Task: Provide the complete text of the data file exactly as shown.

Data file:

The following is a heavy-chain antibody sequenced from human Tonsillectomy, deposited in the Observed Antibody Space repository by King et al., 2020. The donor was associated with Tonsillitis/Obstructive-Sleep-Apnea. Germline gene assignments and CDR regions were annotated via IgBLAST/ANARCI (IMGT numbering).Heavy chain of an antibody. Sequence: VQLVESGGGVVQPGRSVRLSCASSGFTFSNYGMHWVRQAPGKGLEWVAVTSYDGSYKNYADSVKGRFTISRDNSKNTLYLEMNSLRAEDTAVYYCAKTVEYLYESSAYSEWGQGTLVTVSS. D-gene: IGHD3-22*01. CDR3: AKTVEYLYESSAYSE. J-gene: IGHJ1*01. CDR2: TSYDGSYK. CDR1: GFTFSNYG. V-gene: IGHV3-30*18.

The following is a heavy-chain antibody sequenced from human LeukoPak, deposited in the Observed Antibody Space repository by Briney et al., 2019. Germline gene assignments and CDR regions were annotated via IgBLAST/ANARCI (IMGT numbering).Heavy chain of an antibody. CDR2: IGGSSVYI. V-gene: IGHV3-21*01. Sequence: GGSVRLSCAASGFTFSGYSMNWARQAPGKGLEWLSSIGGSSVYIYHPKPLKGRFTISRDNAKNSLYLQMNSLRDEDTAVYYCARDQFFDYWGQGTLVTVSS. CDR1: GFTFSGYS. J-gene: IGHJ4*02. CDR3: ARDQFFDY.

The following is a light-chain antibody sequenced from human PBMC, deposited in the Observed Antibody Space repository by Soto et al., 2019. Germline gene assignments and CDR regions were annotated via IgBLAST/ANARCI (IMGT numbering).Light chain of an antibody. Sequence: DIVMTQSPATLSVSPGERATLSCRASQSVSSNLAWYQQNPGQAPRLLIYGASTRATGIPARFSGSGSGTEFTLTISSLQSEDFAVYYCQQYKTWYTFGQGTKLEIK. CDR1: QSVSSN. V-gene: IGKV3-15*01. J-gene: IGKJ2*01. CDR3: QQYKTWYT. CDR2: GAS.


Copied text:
The following is a heavy-chain antibody sequenced from human Tonsillectomy, deposited in the Observed Antibody Space repository by King et al., 2020. The donor was associated with Tonsillitis/Obstructive-Sleep-Apnea. Germline gene assignments and CDR regions were annotated via IgBLAST/ANARCI (IMGT numbering).Heavy chain of an antibody. Sequence: VQLVESGGGVVQPGRSVRLSCASSGFTFSNYGMHWVRQAPGKGLEWVAVTSYDGSYKNYADSVKGRFTISRDNSKNTLYLEMNSLRAEDTAVYYCAKTVEYLYESSAYSEWGQGTLVTVSS. D-gene: IGHD3-22*01. CDR3: AKTVEYLYESSAYSE. J-gene: IGHJ1*01. CDR2: TSYDGSYK. CDR1: GFTFSNYG. V-gene: IGHV3-30*18.

The following is a heavy-chain antibody sequenced from human LeukoPak, deposited in the Observed Antibody Space repository by Briney et al., 2019. Germline gene assignments and CDR regions were annotated via IgBLAST/ANARCI (IMGT numbering).Heavy chain of an antibody. CDR2: IGGSSVYI. V-gene: IGHV3-21*01. Sequence: GGSVRLSCAASGFTFSGYSMNWARQAPGKGLEWLSSIGGSSVYIYHPKPLKGRFTISRDNAKNSLYLQMNSLRDEDTAVYYCARDQFFDYWGQGTLVTVSS. CDR1: GFTFSGYS. J-gene: IGHJ4*02. CDR3: ARDQFFDY.

The following is a light-chain antibody sequenced from human PBMC, deposited in the Observed Antibody Space repository by Soto et al., 2019. Germline gene assignments and CDR regions were annotated via IgBLAST/ANARCI (IMGT numbering).Light chain of an antibody. Sequence: DIVMTQSPATLSVSPGERATLSCRASQSVSSNLAWYQQNPGQAPRLLIYGASTRATGIPARFSGSGSGTEFTLTISSLQSEDFAVYYCQQYKTWYTFGQGTKLEIK. CDR1: QSVSSN. V-gene: IGKV3-15*01. J-gene: IGKJ2*01. CDR3: QQYKTWYT. CDR2: GAS.